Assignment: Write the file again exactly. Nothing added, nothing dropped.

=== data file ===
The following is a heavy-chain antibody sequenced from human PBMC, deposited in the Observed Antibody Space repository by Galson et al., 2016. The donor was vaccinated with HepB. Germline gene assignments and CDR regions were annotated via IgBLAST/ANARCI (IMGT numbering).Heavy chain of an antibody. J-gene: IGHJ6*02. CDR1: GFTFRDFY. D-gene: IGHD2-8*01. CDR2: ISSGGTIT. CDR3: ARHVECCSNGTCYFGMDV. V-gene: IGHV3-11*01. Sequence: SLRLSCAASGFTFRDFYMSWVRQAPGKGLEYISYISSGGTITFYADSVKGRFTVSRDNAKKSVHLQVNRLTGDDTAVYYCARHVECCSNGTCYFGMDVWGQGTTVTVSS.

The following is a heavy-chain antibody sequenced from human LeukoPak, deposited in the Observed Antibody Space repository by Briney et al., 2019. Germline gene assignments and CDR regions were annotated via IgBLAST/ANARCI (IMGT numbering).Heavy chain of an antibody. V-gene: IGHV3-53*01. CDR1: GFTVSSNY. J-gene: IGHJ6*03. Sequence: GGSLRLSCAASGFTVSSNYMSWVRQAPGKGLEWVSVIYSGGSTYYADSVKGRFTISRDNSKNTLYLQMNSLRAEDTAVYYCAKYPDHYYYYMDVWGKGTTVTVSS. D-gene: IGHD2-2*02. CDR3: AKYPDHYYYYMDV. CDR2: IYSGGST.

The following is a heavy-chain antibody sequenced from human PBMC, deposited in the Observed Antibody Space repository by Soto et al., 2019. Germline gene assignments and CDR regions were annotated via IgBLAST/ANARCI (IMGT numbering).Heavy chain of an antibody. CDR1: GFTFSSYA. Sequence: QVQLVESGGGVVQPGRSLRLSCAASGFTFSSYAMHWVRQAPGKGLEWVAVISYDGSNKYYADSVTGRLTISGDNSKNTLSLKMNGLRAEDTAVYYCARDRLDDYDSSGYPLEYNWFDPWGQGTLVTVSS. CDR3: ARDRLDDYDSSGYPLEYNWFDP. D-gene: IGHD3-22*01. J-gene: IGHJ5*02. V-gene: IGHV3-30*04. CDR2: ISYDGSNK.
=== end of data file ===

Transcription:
The following is a heavy-chain antibody sequenced from human PBMC, deposited in the Observed Antibody Space repository by Galson et al., 2016. The donor was vaccinated with HepB. Germline gene assignments and CDR regions were annotated via IgBLAST/ANARCI (IMGT numbering).Heavy chain of an antibody. J-gene: IGHJ6*02. CDR1: GFTFRDFY. D-gene: IGHD2-8*01. CDR2: ISSGGTIT. CDR3: ARHVECCSNGTCYFGMDV. V-gene: IGHV3-11*01. Sequence: SLRLSCAASGFTFRDFYMSWVRQAPGKGLEYISYISSGGTITFYADSVKGRFTVSRDNAKKSVHLQVNRLTGDDTAVYYCARHVECCSNGTCYFGMDVWGQGTTVTVSS.

The following is a heavy-chain antibody sequenced from human LeukoPak, deposited in the Observed Antibody Space repository by Briney et al., 2019. Germline gene assignments and CDR regions were annotated via IgBLAST/ANARCI (IMGT numbering).Heavy chain of an antibody. V-gene: IGHV3-53*01. CDR1: GFTVSSNY. J-gene: IGHJ6*03. Sequence: GGSLRLSCAASGFTVSSNYMSWVRQAPGKGLEWVSVIYSGGSTYYADSVKGRFTISRDNSKNTLYLQMNSLRAEDTAVYYCAKYPDHYYYYMDVWGKGTTVTVSS. D-gene: IGHD2-2*02. CDR3: AKYPDHYYYYMDV. CDR2: IYSGGST.

The following is a heavy-chain antibody sequenced from human PBMC, deposited in the Observed Antibody Space repository by Soto et al., 2019. Germline gene assignments and CDR regions were annotated via IgBLAST/ANARCI (IMGT numbering).Heavy chain of an antibody. CDR1: GFTFSSYA. Sequence: QVQLVESGGGVVQPGRSLRLSCAASGFTFSSYAMHWVRQAPGKGLEWVAVISYDGSNKYYADSVTGRLTISGDNSKNTLSLKMNGLRAEDTAVYYCARDRLDDYDSSGYPLEYNWFDPWGQGTLVTVSS. CDR3: ARDRLDDYDSSGYPLEYNWFDP. D-gene: IGHD3-22*01. J-gene: IGHJ5*02. V-gene: IGHV3-30*04. CDR2: ISYDGSNK.